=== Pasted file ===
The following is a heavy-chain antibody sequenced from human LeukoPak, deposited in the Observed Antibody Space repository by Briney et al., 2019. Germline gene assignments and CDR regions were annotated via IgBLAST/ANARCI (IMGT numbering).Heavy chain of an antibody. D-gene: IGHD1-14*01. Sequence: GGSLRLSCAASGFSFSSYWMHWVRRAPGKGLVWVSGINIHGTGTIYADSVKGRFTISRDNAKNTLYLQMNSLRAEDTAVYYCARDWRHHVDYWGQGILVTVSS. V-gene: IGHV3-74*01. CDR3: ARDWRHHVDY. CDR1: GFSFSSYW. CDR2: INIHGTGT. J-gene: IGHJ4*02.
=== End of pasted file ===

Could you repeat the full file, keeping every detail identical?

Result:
The following is a heavy-chain antibody sequenced from human LeukoPak, deposited in the Observed Antibody Space repository by Briney et al., 2019. Germline gene assignments and CDR regions were annotated via IgBLAST/ANARCI (IMGT numbering).Heavy chain of an antibody. D-gene: IGHD1-14*01. Sequence: GGSLRLSCAASGFSFSSYWMHWVRRAPGKGLVWVSGINIHGTGTIYADSVKGRFTISRDNAKNTLYLQMNSLRAEDTAVYYCARDWRHHVDYWGQGILVTVSS. V-gene: IGHV3-74*01. CDR3: ARDWRHHVDY. CDR1: GFSFSSYW. CDR2: INIHGTGT. J-gene: IGHJ4*02.